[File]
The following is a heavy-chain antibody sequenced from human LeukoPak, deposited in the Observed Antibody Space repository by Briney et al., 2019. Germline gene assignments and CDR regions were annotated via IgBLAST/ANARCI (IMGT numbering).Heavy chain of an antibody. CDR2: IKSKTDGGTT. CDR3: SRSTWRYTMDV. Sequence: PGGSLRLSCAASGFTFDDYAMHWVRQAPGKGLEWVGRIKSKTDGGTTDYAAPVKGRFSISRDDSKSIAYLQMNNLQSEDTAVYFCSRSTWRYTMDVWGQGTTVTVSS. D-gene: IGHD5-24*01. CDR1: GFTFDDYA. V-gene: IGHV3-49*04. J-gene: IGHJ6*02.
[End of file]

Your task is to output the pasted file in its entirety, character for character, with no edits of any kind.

The following is a heavy-chain antibody sequenced from human LeukoPak, deposited in the Observed Antibody Space repository by Briney et al., 2019. Germline gene assignments and CDR regions were annotated via IgBLAST/ANARCI (IMGT numbering).Heavy chain of an antibody. CDR2: IKSKTDGGTT. CDR3: SRSTWRYTMDV. Sequence: PGGSLRLSCAASGFTFDDYAMHWVRQAPGKGLEWVGRIKSKTDGGTTDYAAPVKGRFSISRDDSKSIAYLQMNNLQSEDTAVYFCSRSTWRYTMDVWGQGTTVTVSS. D-gene: IGHD5-24*01. CDR1: GFTFDDYA. V-gene: IGHV3-49*04. J-gene: IGHJ6*02.